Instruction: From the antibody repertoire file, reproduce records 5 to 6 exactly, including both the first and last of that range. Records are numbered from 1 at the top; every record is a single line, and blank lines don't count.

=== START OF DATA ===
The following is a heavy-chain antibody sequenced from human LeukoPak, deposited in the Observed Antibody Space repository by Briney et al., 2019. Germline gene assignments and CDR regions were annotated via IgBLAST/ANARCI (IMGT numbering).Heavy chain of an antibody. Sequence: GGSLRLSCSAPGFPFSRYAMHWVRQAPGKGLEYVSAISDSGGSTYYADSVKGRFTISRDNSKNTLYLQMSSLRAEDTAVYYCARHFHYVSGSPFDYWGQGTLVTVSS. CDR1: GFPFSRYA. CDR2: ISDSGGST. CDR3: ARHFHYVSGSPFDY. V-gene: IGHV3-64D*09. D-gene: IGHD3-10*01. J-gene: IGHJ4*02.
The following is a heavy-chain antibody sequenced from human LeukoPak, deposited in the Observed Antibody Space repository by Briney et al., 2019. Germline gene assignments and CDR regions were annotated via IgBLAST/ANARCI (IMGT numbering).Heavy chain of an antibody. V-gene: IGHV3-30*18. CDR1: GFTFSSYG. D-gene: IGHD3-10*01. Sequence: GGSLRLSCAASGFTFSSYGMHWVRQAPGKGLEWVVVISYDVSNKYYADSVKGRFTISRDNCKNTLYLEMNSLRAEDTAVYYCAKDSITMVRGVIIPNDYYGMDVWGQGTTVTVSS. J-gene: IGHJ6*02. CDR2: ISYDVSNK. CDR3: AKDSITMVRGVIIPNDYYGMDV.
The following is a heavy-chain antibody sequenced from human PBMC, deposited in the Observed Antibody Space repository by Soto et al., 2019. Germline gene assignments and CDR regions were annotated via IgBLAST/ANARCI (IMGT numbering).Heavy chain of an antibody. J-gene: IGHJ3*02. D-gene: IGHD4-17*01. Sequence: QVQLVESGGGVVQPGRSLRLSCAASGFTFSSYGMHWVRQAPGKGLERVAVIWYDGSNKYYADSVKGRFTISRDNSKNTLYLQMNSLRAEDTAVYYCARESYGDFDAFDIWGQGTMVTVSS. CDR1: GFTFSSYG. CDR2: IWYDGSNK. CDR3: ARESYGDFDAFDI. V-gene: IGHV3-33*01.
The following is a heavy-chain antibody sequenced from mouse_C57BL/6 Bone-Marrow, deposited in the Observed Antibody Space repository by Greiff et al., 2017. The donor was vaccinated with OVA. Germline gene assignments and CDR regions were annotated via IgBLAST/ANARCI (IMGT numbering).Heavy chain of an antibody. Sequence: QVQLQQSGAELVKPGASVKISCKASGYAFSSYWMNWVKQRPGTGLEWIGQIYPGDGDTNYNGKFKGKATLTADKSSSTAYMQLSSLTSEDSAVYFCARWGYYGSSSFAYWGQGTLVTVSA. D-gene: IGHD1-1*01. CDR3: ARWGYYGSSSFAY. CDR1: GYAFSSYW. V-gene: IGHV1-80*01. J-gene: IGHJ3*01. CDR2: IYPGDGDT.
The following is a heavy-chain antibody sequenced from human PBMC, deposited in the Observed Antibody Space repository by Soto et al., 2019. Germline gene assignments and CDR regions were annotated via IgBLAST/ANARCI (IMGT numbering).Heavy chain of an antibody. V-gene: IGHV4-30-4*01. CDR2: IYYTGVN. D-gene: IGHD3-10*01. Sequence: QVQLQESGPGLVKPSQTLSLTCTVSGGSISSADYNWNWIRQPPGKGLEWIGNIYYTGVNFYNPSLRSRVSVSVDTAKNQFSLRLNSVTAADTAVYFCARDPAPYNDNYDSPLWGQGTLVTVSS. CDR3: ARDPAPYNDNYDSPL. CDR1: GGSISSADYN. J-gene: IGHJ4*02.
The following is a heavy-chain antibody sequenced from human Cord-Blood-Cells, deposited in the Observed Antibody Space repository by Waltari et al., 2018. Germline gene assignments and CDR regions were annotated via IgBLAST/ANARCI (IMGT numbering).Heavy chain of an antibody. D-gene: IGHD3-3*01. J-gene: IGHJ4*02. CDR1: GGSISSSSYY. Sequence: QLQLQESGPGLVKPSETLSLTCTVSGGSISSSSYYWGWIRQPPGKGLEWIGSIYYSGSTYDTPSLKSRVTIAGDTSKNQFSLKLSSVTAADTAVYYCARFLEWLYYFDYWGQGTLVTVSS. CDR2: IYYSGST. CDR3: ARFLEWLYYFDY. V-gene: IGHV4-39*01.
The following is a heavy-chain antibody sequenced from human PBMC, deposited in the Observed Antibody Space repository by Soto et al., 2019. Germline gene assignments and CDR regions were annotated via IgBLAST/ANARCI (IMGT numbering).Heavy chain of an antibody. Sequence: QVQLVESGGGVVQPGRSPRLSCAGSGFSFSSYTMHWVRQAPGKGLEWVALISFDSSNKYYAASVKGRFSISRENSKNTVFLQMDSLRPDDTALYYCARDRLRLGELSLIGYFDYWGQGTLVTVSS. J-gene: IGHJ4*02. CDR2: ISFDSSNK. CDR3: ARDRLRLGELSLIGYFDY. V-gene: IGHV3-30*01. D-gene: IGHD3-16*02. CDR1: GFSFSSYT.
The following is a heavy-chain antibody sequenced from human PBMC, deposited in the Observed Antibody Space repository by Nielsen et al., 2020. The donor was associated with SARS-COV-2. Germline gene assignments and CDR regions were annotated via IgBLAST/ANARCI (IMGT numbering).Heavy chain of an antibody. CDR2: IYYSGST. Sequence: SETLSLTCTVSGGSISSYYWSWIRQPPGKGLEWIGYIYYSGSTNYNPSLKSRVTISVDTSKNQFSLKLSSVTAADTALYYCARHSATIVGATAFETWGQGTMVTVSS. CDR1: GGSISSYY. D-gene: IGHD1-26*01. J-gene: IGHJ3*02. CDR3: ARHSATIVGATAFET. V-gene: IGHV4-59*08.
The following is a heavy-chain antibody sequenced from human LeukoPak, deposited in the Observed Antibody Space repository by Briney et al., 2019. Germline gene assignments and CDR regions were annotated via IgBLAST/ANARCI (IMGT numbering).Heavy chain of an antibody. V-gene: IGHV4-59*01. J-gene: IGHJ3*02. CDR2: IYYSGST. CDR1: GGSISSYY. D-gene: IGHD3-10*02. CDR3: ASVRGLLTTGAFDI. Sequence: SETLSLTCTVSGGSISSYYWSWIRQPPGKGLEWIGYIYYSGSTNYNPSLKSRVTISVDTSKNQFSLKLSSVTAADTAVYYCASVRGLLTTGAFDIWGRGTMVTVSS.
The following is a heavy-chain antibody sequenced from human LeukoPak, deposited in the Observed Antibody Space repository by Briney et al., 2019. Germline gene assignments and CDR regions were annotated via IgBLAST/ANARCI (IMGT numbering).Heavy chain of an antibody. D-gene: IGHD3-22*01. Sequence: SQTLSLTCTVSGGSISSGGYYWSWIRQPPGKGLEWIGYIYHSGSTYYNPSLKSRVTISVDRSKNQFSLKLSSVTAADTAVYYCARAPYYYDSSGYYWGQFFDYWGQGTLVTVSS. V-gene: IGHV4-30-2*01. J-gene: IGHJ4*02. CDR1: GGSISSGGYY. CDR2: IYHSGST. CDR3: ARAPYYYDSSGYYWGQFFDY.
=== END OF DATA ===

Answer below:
The following is a heavy-chain antibody sequenced from human PBMC, deposited in the Observed Antibody Space repository by Soto et al., 2019. Germline gene assignments and CDR regions were annotated via IgBLAST/ANARCI (IMGT numbering).Heavy chain of an antibody. V-gene: IGHV4-30-4*01. CDR2: IYYTGVN. D-gene: IGHD3-10*01. Sequence: QVQLQESGPGLVKPSQTLSLTCTVSGGSISSADYNWNWIRQPPGKGLEWIGNIYYTGVNFYNPSLRSRVSVSVDTAKNQFSLRLNSVTAADTAVYFCARDPAPYNDNYDSPLWGQGTLVTVSS. CDR3: ARDPAPYNDNYDSPL. CDR1: GGSISSADYN. J-gene: IGHJ4*02.
The following is a heavy-chain antibody sequenced from human Cord-Blood-Cells, deposited in the Observed Antibody Space repository by Waltari et al., 2018. Germline gene assignments and CDR regions were annotated via IgBLAST/ANARCI (IMGT numbering).Heavy chain of an antibody. D-gene: IGHD3-3*01. J-gene: IGHJ4*02. CDR1: GGSISSSSYY. Sequence: QLQLQESGPGLVKPSETLSLTCTVSGGSISSSSYYWGWIRQPPGKGLEWIGSIYYSGSTYDTPSLKSRVTIAGDTSKNQFSLKLSSVTAADTAVYYCARFLEWLYYFDYWGQGTLVTVSS. CDR2: IYYSGST. CDR3: ARFLEWLYYFDY. V-gene: IGHV4-39*01.